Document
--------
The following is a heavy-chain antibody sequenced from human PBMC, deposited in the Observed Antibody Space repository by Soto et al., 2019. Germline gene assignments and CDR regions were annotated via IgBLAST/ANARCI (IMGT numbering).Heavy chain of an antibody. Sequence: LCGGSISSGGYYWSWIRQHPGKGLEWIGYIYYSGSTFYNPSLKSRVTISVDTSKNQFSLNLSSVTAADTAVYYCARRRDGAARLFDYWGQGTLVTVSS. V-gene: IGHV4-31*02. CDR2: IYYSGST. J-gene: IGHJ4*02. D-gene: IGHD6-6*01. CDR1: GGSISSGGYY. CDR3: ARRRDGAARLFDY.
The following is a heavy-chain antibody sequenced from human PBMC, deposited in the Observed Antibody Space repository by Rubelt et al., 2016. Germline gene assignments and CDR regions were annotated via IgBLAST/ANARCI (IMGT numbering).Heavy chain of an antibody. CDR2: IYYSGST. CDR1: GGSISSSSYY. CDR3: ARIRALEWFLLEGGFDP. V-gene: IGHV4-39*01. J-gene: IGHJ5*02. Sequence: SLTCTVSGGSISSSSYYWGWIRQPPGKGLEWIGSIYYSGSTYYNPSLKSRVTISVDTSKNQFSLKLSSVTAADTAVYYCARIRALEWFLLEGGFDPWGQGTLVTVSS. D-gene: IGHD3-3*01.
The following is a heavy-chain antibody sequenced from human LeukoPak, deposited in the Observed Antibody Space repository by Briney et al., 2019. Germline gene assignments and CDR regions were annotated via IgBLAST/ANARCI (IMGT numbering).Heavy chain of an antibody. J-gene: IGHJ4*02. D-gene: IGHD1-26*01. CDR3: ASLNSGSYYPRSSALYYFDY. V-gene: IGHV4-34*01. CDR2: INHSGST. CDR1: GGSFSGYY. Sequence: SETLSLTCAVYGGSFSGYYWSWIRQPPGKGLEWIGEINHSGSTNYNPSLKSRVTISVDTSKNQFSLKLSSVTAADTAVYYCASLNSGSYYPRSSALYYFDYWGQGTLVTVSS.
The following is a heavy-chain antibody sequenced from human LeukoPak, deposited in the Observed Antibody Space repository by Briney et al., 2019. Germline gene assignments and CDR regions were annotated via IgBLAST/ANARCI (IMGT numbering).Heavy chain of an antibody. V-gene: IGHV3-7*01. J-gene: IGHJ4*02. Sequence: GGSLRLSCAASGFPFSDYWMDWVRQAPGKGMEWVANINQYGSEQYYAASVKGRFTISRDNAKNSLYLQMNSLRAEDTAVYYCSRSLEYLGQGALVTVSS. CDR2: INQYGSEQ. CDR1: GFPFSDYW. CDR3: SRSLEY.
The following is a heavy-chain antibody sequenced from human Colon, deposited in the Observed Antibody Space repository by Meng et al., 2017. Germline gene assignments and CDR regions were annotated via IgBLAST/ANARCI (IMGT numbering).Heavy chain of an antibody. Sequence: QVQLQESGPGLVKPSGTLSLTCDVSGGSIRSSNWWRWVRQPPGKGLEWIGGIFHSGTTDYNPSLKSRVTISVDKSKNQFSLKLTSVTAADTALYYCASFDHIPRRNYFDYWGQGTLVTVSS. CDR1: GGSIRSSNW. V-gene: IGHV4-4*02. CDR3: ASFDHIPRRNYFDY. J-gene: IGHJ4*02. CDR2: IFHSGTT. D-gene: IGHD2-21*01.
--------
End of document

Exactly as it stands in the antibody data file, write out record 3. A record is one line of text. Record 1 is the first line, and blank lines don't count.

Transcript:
The following is a heavy-chain antibody sequenced from human LeukoPak, deposited in the Observed Antibody Space repository by Briney et al., 2019. Germline gene assignments and CDR regions were annotated via IgBLAST/ANARCI (IMGT numbering).Heavy chain of an antibody. J-gene: IGHJ4*02. D-gene: IGHD1-26*01. CDR3: ASLNSGSYYPRSSALYYFDY. V-gene: IGHV4-34*01. CDR2: INHSGST. CDR1: GGSFSGYY. Sequence: SETLSLTCAVYGGSFSGYYWSWIRQPPGKGLEWIGEINHSGSTNYNPSLKSRVTISVDTSKNQFSLKLSSVTAADTAVYYCASLNSGSYYPRSSALYYFDYWGQGTLVTVSS.